My parents had been in town for a few days, and for their last night I decided to make my speciality for dinner… Falafel. I have THE BEST falafel recipe (thanks to Chef Danny of Culinary Kidz). It truly ruined my entire family for any other falafel anywhere. Light, crispy, perfectly seasoned. Wrapped in a pita with Israeli salad, humus, and hot sauce, it’s a slice of heaven!
So there I was, falafel mix ready to go, standing over a pan full of oil, making little balls to drop in. One went in and the familiar sizzle hummed in the air. The next one… oil bubbled happily. The third one… uh-oh. For some reason the falafel were dissolving in the oil! I tried making the balls larger. No go. I tried smaller. Failure. My family members started giving me advice — add water? Check the ingredients? Wrong amounts?
“No!” I told them (I hate to admit, rather rudely). “I’ve made this 1000 times before. There is NO reason why this should be happening.” So I kept on going. And the falafel kept dissolving. I glanced at the recipe. I had done it all correctly, so I just kept going as if somehow the next batch would work. Nothing did. We ate “falafel flakes” for dinner that night.
I’m not proud to say that I kind of panicked standing over my stove. I didn’t want to hear advice. I didn’t want anyone else to take over. I didn’t want to abandon the dish. There I was, wanting to do something special for my family, but my plan was falling apart (literally). The lack of control over the melting meal made me crazy. It was if something tried and true was slipping through my fingers, and it was making my head spin and my whole mental computer go haywire.
It was just falafel, for goodness sakes, but somehow it felt like more.
I think many of us feel overwhelmed when things don’t work out as planned. It can be as simple as a dinner that is ruined, as disappointing as a vacation that gets re-routed or cancelled, as life- altering as a divorce, or as tragic as a shooter in a Parisian theater. But in every situation, we find ourselves saying over and over again, “This isn’t how it is supposed to be!” We fight the reality of the present, and in that state, it is nearly impossible to imagine a solution.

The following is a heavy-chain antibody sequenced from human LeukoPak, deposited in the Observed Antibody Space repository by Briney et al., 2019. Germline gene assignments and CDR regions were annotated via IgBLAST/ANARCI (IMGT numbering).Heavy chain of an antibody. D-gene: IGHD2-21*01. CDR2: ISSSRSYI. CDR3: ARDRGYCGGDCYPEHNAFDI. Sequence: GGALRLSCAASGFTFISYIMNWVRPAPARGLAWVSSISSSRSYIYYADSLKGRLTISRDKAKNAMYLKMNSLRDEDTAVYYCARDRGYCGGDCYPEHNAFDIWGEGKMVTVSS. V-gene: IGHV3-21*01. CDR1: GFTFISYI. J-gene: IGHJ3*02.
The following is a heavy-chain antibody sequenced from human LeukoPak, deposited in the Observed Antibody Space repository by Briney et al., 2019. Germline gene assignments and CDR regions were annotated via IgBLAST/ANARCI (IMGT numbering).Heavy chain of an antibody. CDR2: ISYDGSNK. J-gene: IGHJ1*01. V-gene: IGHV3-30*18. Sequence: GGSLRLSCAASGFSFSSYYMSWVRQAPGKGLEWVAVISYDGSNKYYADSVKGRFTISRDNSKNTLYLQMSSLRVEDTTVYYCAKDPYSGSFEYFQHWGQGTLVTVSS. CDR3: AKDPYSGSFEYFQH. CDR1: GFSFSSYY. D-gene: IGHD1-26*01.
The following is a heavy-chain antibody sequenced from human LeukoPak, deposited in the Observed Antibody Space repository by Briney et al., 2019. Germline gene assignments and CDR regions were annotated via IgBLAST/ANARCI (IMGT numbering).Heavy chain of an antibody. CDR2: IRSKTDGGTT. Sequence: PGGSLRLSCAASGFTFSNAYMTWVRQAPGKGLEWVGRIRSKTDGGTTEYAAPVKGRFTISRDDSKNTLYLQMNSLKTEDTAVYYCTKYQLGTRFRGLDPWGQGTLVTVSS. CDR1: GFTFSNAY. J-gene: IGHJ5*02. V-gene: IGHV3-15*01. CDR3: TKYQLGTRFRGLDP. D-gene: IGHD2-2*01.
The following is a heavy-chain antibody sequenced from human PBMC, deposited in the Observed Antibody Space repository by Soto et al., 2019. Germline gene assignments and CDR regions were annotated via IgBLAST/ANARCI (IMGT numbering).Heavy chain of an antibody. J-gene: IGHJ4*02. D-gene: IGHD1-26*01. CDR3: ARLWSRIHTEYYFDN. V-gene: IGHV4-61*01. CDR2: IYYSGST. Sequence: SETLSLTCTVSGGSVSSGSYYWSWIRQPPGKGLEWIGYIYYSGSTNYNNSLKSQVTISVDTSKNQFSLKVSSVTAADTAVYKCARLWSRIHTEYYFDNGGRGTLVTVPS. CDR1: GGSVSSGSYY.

No time does this happen more, I think, than during the winter holidays. The turkey gets burned. We miss the meal because we came down with the flu. The cousins won’t stop arguing. The weather goes bad. And our children drop cranberry sauce on Grandma’s new, white carpet. Dinner is terrible, the family is screaming, the kids are crying, and we want to holler, “This isn’t how it is supposed to be, damnit!”
Yup, we get so married to our expectations, it’s really tough to encounter the opposite. We all know that the pictures in magazines of happy families around Thanksgiving tables, Chanukah menorahs or Christmas trees are just that… pictures. Sometimes family time is that peaceful, but often, it ain’t. Yet we are continually so disappointed by our ideals being lessened that we can’t think clearly or see the forest from the trees. We can’t see the positive. We can’t see the humor. We can’t see a solution to our disappointment that may be right under our noses.
Can I tell you something embarrassing?
After my “falafel flakes” were all done, and we sat down to eat whatever was salvaged from the pan, I took one more look at the recipe. I had glanced at it several times during my culinary nightmare, but I decided to give it one more peek.
I had forgotten the *#% @&#* *}~¥!?@ eggs! How had I missed that?
If I hadn’t been so darned stubborn… If I hadn’t allowed myself to get so twisted up about some little falafel…
If I had listened to my family’s advice, I would have turned off the oil, slowly read the recipe again, added the stupid eggs, and dinner would have been fabulous. But I didn’t. I was too busy denying the reality before me and willing it to be something it wasn’t.
I’m glad I learned this lesson over a dinner and not something more important, but there is no doubt that life is going to send me many more of these little tests, and next time, if I remember to keep my head on straight, I may be able to help myself and others think through a much more serious situation.
So as we enter this holiday week, soon to be followed by many more, let’s welcome when life-lessons come with minimal distress. Let’s practice with the small stuff. When your plans get ruined, your expectations are not met, your flight is cancelled, take a deep breath, and remember my falafel. Walk away from the moment, maybe step outside for a little air, and make sure that what you need to restore your inner peace isn’t actually right there in front of you.
Maybe you just need a couple eggs.
Shabbat Shalom, my friends. Have a safe and (relatively) happy Thanksgiving.
Cantor (8 weeks from being a “Rantor”) Diane.
Save the date for our next Cool Shul Shabbat, December 4.